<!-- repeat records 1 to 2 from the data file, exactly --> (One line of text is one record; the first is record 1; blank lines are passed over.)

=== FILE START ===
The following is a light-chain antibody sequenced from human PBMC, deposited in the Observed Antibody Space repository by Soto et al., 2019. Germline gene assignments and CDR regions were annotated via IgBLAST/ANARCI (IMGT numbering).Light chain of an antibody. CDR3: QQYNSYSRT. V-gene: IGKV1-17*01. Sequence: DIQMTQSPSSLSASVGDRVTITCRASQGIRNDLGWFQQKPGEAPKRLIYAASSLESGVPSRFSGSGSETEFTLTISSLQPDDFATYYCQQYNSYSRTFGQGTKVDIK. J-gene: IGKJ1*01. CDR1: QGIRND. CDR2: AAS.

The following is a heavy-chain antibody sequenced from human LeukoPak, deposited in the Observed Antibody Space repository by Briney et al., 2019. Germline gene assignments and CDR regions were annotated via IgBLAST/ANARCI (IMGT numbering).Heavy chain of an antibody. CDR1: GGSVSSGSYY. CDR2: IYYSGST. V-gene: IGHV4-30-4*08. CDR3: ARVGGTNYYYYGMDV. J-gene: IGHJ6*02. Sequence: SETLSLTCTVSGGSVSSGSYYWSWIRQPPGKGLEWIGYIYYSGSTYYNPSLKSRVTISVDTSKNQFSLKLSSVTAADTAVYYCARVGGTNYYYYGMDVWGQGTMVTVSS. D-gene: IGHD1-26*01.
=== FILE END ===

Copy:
The following is a light-chain antibody sequenced from human PBMC, deposited in the Observed Antibody Space repository by Soto et al., 2019. Germline gene assignments and CDR regions were annotated via IgBLAST/ANARCI (IMGT numbering).Light chain of an antibody. CDR3: QQYNSYSRT. V-gene: IGKV1-17*01. Sequence: DIQMTQSPSSLSASVGDRVTITCRASQGIRNDLGWFQQKPGEAPKRLIYAASSLESGVPSRFSGSGSETEFTLTISSLQPDDFATYYCQQYNSYSRTFGQGTKVDIK. J-gene: IGKJ1*01. CDR1: QGIRND. CDR2: AAS.

The following is a heavy-chain antibody sequenced from human LeukoPak, deposited in the Observed Antibody Space repository by Briney et al., 2019. Germline gene assignments and CDR regions were annotated via IgBLAST/ANARCI (IMGT numbering).Heavy chain of an antibody. CDR1: GGSVSSGSYY. CDR2: IYYSGST. V-gene: IGHV4-30-4*08. CDR3: ARVGGTNYYYYGMDV. J-gene: IGHJ6*02. Sequence: SETLSLTCTVSGGSVSSGSYYWSWIRQPPGKGLEWIGYIYYSGSTYYNPSLKSRVTISVDTSKNQFSLKLSSVTAADTAVYYCARVGGTNYYYYGMDVWGQGTMVTVSS. D-gene: IGHD1-26*01.